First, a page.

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Comment: Re:Inability of server to enforce policy (Score 1) 212

by shaiay (#42395831) Attached to: Lax SSH Key Management A "Big Problem"

The server not being able to force policy on the clients is inherent to the client-server system: If you client is un-trusted, you cannot enforce anything on it.

Unfortunately, while current OpenSSH supports multiple authentication options, they cannot be "stacked" - if you manage to authenticate in one way, you are in.

In my blog I suggest a solution: I show a way to force OpenSSH to ask for a (server based) password after key based login,. This way you can enforce password policy on the server (strong passwords, etc...) with the standard tools, and also require a key. The key can now be password-less.

Shai

Comment: I use the same model for an android app (Score 1) 341

SSH Persistent Tunnels : It's GPLv3, complete with building instructions:
http://code.google.com/p/ssh-persistent-tunnel/

but for $1.50 you can just save yourself the hassle of setting up the android SDK and install the binary from Google Play, complete with automatic upgrades etc...
https://market.android.com/details?id=org.ayal.SPT

Comment: Re:makes sense (Score 1) 334

by shaiay (#38775250) Attached to: Lawyer Demands Pacemaker Vendor Supply Source Code
Most devices that I know of need to pair physically with their programmer -- something needs to touch the skin above the implant to initiate communications.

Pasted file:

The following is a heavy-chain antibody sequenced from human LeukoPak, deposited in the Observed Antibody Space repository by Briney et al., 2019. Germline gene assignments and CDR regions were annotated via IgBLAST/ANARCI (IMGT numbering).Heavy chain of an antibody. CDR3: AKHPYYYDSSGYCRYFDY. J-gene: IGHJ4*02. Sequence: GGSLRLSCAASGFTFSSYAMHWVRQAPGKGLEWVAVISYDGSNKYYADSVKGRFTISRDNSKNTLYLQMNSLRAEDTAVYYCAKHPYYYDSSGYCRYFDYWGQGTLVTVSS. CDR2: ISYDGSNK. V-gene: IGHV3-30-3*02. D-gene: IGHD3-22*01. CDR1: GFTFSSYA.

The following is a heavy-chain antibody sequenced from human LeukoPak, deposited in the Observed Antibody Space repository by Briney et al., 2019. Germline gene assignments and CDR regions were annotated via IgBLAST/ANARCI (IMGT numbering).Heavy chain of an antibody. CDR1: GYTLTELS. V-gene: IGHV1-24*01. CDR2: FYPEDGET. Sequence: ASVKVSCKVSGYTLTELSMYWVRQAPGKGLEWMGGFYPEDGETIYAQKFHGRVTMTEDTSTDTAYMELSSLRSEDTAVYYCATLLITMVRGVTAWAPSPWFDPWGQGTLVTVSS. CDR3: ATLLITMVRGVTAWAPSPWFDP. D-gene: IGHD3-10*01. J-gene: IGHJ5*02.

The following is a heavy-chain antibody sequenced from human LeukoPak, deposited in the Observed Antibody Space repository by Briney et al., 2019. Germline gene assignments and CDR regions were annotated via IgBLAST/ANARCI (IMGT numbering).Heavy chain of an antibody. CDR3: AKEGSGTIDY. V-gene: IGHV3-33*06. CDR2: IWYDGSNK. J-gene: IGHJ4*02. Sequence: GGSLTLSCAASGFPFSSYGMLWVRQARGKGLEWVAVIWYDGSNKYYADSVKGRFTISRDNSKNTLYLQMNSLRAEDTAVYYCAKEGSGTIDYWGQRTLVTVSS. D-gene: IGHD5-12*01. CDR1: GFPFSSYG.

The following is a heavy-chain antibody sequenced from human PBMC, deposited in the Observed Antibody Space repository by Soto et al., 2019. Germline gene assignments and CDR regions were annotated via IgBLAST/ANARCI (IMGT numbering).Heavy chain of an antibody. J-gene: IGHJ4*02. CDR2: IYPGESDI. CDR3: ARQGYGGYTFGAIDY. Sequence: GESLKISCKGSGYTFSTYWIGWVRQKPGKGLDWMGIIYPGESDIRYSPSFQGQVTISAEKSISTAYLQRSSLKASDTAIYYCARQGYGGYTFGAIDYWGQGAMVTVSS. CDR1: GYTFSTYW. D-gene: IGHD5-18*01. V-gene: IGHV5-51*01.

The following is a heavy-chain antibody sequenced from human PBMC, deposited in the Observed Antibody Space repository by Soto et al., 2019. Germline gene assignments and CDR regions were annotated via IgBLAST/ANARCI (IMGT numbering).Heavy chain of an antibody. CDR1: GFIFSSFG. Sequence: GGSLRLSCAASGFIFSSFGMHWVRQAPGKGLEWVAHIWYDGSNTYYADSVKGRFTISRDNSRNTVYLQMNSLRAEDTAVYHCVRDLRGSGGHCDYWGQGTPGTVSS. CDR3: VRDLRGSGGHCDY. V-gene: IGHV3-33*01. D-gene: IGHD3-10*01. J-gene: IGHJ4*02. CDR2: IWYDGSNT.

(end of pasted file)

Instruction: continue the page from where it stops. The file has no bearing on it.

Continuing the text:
At this range, the would-be-assassin can just as well inject something to harm a person, no need for sophisticated communication gear. (a PC analogy: if the PC can be physically compromised, using SSL to access gmail won't help you ...)

Comment: Re:makes sense (Score 1) 334

by shaiay (#38775214) Attached to: Lawyer Demands Pacemaker Vendor Supply Source Code
As someone working in implanted device development I can assure you that there are many regulations in place to guarantee that not much can interfere with your pacemaker.
For the specific case of shoplifting detector gates, there exists such labs as GTRI which has specific tests for them, and for other types on interference there are many standards (PC-69, EN-45502, and more).
Implanted device software is highly regulated and is developed and tested according to the relevant IEEE standards.
Also note that pacemakers are quite old technology ~1958 and quite mature. So, although it is conceivable that there are bugs in pacemaker software, please give the relevant hw/sw engineers some credit

+ - Report: Iran 'blinded' CIA spy satellite->

Submitted by shaiay
shaiay (21101) writes "Following the deluge of Iran military technological achievement stories, another achievement by the Islamic republic? From the biggest Israeli news site ynet: "European intelligence source claims Iran stuns West by 'aiming a laser burst quite accurately' at US satellite in never before reported incident. US official: If Russians provided Iran with sophisticated jamming equipment it means a lot else is at risk too""
Link to Original Source

Comment: Re:Evolution (Score 1) 283